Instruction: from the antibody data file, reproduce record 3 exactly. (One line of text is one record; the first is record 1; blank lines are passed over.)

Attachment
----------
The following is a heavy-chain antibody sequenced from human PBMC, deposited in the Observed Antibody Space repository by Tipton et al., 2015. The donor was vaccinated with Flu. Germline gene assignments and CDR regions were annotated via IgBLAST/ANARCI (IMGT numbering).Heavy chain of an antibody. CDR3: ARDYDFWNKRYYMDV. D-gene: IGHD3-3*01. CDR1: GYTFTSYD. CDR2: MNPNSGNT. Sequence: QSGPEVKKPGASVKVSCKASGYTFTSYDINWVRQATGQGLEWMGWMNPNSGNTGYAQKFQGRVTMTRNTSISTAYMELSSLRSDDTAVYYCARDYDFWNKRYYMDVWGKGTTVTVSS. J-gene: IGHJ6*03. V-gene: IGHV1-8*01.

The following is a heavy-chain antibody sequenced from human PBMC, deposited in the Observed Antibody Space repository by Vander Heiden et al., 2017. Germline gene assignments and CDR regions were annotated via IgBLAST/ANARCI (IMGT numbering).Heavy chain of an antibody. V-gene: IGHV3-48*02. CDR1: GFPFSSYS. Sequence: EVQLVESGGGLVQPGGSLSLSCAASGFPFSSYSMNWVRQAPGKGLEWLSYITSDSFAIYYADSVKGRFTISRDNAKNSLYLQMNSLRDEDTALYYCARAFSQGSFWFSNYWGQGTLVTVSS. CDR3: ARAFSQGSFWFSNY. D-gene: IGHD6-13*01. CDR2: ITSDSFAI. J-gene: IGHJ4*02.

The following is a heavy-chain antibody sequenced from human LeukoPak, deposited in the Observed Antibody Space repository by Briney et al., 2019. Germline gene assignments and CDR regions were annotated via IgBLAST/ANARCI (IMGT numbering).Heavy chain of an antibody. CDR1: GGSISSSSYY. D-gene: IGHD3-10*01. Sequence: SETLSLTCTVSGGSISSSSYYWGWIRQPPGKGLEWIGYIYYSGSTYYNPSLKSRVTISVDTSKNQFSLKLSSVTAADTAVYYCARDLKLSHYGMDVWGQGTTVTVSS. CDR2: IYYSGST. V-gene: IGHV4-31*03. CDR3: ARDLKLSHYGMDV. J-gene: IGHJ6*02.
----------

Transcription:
The following is a heavy-chain antibody sequenced from human LeukoPak, deposited in the Observed Antibody Space repository by Briney et al., 2019. Germline gene assignments and CDR regions were annotated via IgBLAST/ANARCI (IMGT numbering).Heavy chain of an antibody. CDR1: GGSISSSSYY. D-gene: IGHD3-10*01. Sequence: SETLSLTCTVSGGSISSSSYYWGWIRQPPGKGLEWIGYIYYSGSTYYNPSLKSRVTISVDTSKNQFSLKLSSVTAADTAVYYCARDLKLSHYGMDVWGQGTTVTVSS. CDR2: IYYSGST. V-gene: IGHV4-31*03. CDR3: ARDLKLSHYGMDV. J-gene: IGHJ6*02.